Sunday, October 13, 2013

Omi Island, Shinto Island/大三島、神の島/大三島、神在這座島

After our grueling trip to Kochi, what did we do once back in Ehime?  Why get back in the car and drive, of course!  The weather was nice, so we went north to the islands along the Nishi Seto Expressway.  This is a highway that goes from northern Ehime, across a series of islands, up to Honshu, the main island of Japan.  It's one of three bridges linking Shikoku to Honshu.  It was only built back in 1979, so it's not that old.  It's an absolutely stunning bridge to go over because it treats you to all these wonderful views of the islands in the Seto Inland Sea.  We went to one of those islands, Omi Island, an island famous for its large Shinto Shrine.



The shrine was filled with all these Komainu statues done in different styles.  This is the first pair at the main entrance.

"Oyamazumi Shrine"

Another pair of Komainu.

The shrine's mark.


A very big, old tree on the grounds.

A sign telling us that this tree is Japan's oldest camphor tree, at about 3000 years old.  People historically prayed to it for rain, something very important on this island.  The island is small and without large rivers, and the Seto Inland sea, since it's surrounded by mountains on all sides, tends to be drier than other parts of Japan.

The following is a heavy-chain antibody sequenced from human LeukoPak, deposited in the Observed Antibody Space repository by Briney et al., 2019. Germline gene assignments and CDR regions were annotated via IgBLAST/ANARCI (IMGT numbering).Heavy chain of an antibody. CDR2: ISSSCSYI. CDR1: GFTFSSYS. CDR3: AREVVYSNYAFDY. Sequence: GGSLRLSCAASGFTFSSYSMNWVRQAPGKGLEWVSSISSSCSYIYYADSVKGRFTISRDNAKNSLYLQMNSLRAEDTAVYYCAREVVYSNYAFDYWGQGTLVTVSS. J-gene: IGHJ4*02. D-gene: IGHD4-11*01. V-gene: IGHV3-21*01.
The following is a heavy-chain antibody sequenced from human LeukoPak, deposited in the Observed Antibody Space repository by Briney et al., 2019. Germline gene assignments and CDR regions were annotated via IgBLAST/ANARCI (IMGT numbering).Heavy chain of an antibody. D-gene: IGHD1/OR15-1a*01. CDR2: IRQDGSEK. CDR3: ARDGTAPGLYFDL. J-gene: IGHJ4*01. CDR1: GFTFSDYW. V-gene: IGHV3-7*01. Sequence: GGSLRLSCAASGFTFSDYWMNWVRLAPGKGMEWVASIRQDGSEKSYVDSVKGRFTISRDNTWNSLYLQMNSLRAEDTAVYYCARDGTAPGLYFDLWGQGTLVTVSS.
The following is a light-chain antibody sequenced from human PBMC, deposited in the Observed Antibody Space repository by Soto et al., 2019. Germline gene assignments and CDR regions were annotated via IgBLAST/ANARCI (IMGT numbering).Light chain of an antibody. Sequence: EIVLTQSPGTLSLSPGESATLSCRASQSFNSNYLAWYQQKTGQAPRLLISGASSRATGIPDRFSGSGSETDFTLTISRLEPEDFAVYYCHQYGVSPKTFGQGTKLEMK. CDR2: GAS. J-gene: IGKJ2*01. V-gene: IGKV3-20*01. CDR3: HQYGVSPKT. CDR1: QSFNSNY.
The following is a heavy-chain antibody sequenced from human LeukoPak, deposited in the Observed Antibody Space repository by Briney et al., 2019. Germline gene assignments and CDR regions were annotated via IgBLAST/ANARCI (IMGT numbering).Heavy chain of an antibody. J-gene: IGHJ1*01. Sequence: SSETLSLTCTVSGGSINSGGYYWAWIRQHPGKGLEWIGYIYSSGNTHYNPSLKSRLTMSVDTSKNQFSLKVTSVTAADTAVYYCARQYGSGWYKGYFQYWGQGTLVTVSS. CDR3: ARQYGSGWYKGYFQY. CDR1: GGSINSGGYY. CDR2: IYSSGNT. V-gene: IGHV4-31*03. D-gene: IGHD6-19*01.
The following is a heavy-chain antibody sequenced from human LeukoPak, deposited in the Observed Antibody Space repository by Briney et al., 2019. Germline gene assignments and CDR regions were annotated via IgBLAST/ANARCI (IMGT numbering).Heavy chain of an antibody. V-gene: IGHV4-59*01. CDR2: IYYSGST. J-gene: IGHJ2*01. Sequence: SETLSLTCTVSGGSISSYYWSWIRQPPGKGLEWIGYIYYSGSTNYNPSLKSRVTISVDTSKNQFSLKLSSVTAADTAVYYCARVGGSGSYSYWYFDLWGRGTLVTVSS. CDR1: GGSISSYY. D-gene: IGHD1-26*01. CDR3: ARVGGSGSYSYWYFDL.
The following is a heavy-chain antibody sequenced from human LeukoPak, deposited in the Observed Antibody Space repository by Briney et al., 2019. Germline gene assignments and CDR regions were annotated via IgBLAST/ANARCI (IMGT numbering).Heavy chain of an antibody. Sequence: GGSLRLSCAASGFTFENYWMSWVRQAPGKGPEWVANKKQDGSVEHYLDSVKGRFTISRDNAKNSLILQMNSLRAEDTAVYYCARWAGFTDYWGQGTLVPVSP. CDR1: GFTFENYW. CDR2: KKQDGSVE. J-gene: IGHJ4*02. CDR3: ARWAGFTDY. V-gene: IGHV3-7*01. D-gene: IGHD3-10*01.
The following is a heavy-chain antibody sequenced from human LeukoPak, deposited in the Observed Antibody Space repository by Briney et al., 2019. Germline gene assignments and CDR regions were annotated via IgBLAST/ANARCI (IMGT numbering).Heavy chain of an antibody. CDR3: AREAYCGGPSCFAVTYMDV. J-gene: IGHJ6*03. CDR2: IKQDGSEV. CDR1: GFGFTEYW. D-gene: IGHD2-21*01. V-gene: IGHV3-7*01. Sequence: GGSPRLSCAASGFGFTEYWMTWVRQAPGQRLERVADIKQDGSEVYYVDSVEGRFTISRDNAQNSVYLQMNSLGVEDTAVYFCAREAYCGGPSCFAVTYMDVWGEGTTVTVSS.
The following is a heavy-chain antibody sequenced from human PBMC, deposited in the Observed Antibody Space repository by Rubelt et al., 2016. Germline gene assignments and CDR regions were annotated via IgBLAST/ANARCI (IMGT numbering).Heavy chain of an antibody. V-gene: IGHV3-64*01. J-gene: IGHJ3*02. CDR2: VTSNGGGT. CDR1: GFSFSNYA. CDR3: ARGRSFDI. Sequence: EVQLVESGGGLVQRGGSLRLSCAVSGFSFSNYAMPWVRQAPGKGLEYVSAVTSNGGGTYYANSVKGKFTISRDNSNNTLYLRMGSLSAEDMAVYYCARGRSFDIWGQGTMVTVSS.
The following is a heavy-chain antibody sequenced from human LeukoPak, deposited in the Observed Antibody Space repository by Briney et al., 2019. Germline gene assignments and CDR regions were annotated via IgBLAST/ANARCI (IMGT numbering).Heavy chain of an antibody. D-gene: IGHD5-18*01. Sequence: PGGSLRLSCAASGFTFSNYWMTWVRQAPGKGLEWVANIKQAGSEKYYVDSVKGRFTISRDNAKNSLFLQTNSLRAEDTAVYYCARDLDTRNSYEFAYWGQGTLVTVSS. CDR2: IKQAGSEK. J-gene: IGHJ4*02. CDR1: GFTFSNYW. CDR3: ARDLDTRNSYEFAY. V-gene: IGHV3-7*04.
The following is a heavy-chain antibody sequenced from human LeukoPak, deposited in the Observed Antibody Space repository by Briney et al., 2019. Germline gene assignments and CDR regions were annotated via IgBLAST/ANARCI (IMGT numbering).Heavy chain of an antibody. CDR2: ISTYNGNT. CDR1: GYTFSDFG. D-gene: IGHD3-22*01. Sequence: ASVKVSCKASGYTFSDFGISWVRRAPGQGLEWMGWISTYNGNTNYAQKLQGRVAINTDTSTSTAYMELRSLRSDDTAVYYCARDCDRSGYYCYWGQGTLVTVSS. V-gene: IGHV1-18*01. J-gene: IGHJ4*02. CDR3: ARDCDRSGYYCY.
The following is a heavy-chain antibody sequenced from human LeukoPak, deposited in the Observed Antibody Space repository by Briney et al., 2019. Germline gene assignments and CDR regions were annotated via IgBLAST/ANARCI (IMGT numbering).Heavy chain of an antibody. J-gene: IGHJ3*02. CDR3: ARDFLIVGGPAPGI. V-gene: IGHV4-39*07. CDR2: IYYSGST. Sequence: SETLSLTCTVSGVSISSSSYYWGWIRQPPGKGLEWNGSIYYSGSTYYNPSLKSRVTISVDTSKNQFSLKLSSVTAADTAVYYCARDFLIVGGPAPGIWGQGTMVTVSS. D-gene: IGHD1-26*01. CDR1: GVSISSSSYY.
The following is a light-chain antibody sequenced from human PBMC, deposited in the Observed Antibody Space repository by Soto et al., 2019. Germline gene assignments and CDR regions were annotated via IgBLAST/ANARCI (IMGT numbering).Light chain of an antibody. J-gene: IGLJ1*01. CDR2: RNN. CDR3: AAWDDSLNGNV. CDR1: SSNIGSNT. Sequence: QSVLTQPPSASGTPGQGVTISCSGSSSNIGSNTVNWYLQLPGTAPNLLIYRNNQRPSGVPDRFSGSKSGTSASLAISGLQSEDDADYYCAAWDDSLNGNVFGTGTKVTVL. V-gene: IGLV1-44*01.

An old-school shinto building with stone lamps in front.

Another view of the old camphor.
Some person left a glass of "One Cup" sake here.  I don't know if they did it as an honest offering to the tree, or if they are just a lazy jerk.  But I can say this, "One Cup" is Japan's version of whatever the vilest type of malt liquor is in the US.  It's cheap, and it's also just the worst thing.

For washing hands before entering the shrine's grounds further.

And here's the main building.  The little structure in front, below the big, thick rope, is where we throw our money before praying to the gods.


For some reason, the building to the left is very different in style.
Those barrels are all barrels of sake.

There were a couple of miko washing the shrine while we there.  One thing I always found interesting about modern miko in Japan is that it's a part-time job that college students and the like often do to make some extra cash, like working at McDonald's or something.



To give you an idea of what a big deal this shrine is (it's known all over Japan) here's a photo of Hirobumi Ito visiting.  There were a whole bunch of photos like this.  Apparently, this shrine has a really long history, and I read somewhere that the entire island used to be considered sacred, and as a result fisherman couldn't catch fish in the waters around it.  (Shinto considers death and blood unclean, so fisherman dragging dead fish to shore and cutting them open every day would clash with the island's sacred function.)



Komainu with strange tails.


A sign informing us that the 38 camphor trees on the shrine grounds were all designated National Treasures by the government in 1951.

This looks something you'd see at a Buddhist temple in south asia.


A stone lamp with modern adaptations.
Some sort of lizard.
We leave this Shinto island and head to a Buddhist one!



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